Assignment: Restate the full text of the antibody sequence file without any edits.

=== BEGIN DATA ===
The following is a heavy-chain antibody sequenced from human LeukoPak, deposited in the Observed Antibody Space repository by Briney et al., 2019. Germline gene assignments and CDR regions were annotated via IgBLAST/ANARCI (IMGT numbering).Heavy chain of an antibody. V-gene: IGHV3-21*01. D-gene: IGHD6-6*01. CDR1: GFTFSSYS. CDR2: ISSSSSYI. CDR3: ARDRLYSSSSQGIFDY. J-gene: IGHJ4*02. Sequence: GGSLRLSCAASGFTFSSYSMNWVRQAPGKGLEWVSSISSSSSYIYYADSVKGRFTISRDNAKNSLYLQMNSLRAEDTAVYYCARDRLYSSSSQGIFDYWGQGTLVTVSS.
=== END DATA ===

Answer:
The following is a heavy-chain antibody sequenced from human LeukoPak, deposited in the Observed Antibody Space repository by Briney et al., 2019. Germline gene assignments and CDR regions were annotated via IgBLAST/ANARCI (IMGT numbering).Heavy chain of an antibody. V-gene: IGHV3-21*01. D-gene: IGHD6-6*01. CDR1: GFTFSSYS. CDR2: ISSSSSYI. CDR3: ARDRLYSSSSQGIFDY. J-gene: IGHJ4*02. Sequence: GGSLRLSCAASGFTFSSYSMNWVRQAPGKGLEWVSSISSSSSYIYYADSVKGRFTISRDNAKNSLYLQMNSLRAEDTAVYYCARDRLYSSSSQGIFDYWGQGTLVTVSS.